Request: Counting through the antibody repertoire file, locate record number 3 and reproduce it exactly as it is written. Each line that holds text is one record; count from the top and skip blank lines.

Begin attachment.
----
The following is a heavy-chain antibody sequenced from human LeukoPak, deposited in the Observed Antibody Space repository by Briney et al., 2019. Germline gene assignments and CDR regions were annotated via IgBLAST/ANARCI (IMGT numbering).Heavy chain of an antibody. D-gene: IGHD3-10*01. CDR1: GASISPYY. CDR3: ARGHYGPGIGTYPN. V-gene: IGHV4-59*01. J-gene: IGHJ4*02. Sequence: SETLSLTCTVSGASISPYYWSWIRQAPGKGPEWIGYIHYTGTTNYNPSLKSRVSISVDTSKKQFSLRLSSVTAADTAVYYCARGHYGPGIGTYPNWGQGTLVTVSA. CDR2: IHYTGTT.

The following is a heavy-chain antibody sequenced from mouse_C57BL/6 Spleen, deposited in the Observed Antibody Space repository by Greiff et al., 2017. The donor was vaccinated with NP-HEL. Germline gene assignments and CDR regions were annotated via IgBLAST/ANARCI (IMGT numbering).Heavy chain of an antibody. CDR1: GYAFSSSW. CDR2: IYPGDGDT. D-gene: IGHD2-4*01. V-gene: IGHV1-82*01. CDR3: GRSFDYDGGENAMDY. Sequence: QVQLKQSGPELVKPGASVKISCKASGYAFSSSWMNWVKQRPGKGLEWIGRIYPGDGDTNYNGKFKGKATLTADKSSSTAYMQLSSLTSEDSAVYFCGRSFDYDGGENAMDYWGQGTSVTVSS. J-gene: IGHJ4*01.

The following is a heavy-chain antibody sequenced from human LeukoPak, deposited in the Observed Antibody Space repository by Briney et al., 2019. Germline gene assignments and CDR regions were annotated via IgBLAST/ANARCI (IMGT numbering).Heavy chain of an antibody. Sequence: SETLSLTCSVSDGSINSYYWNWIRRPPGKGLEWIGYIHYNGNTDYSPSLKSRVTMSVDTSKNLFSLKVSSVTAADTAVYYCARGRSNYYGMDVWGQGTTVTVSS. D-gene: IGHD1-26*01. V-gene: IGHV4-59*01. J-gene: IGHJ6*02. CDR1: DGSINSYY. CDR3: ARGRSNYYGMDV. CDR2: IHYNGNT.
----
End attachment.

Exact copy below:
The following is a heavy-chain antibody sequenced from human LeukoPak, deposited in the Observed Antibody Space repository by Briney et al., 2019. Germline gene assignments and CDR regions were annotated via IgBLAST/ANARCI (IMGT numbering).Heavy chain of an antibody. Sequence: SETLSLTCSVSDGSINSYYWNWIRRPPGKGLEWIGYIHYNGNTDYSPSLKSRVTMSVDTSKNLFSLKVSSVTAADTAVYYCARGRSNYYGMDVWGQGTTVTVSS. D-gene: IGHD1-26*01. V-gene: IGHV4-59*01. J-gene: IGHJ6*02. CDR1: DGSINSYY. CDR3: ARGRSNYYGMDV. CDR2: IHYNGNT.